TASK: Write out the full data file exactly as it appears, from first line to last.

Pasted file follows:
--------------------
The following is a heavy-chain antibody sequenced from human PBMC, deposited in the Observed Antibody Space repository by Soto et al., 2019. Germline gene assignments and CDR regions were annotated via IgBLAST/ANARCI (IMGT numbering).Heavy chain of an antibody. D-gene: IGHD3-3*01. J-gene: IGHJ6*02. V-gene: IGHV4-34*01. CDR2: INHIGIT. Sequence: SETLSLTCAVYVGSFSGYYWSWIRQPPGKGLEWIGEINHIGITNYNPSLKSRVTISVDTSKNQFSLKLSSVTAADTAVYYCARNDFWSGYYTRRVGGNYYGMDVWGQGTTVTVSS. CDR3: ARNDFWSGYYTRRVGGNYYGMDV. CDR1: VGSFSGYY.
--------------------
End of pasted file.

The following is a heavy-chain antibody sequenced from human PBMC, deposited in the Observed Antibody Space repository by Soto et al., 2019. Germline gene assignments and CDR regions were annotated via IgBLAST/ANARCI (IMGT numbering).Heavy chain of an antibody. D-gene: IGHD3-3*01. J-gene: IGHJ6*02. V-gene: IGHV4-34*01. CDR2: INHIGIT. Sequence: SETLSLTCAVYVGSFSGYYWSWIRQPPGKGLEWIGEINHIGITNYNPSLKSRVTISVDTSKNQFSLKLSSVTAADTAVYYCARNDFWSGYYTRRVGGNYYGMDVWGQGTTVTVSS. CDR3: ARNDFWSGYYTRRVGGNYYGMDV. CDR1: VGSFSGYY.